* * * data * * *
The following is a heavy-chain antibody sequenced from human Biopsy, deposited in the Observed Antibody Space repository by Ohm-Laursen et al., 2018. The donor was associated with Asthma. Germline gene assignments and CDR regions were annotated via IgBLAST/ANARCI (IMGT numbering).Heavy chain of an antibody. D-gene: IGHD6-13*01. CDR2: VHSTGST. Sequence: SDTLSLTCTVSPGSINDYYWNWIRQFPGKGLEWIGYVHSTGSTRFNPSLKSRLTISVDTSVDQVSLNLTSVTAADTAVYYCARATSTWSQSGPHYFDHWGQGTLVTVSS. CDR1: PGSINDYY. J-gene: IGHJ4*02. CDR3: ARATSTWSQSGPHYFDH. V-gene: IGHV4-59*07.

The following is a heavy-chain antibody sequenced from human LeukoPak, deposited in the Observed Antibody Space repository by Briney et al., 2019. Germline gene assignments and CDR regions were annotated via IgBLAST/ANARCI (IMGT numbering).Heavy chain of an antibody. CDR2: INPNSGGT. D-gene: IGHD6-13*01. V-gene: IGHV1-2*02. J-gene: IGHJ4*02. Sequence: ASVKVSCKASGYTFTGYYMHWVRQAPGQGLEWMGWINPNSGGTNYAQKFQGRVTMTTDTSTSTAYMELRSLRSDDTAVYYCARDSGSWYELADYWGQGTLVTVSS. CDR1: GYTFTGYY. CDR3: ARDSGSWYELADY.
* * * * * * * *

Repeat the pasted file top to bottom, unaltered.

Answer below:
The following is a heavy-chain antibody sequenced from human Biopsy, deposited in the Observed Antibody Space repository by Ohm-Laursen et al., 2018. The donor was associated with Asthma. Germline gene assignments and CDR regions were annotated via IgBLAST/ANARCI (IMGT numbering).Heavy chain of an antibody. D-gene: IGHD6-13*01. CDR2: VHSTGST. Sequence: SDTLSLTCTVSPGSINDYYWNWIRQFPGKGLEWIGYVHSTGSTRFNPSLKSRLTISVDTSVDQVSLNLTSVTAADTAVYYCARATSTWSQSGPHYFDHWGQGTLVTVSS. CDR1: PGSINDYY. J-gene: IGHJ4*02. CDR3: ARATSTWSQSGPHYFDH. V-gene: IGHV4-59*07.

The following is a heavy-chain antibody sequenced from human LeukoPak, deposited in the Observed Antibody Space repository by Briney et al., 2019. Germline gene assignments and CDR regions were annotated via IgBLAST/ANARCI (IMGT numbering).Heavy chain of an antibody. CDR2: INPNSGGT. D-gene: IGHD6-13*01. V-gene: IGHV1-2*02. J-gene: IGHJ4*02. Sequence: ASVKVSCKASGYTFTGYYMHWVRQAPGQGLEWMGWINPNSGGTNYAQKFQGRVTMTTDTSTSTAYMELRSLRSDDTAVYYCARDSGSWYELADYWGQGTLVTVSS. CDR1: GYTFTGYY. CDR3: ARDSGSWYELADY.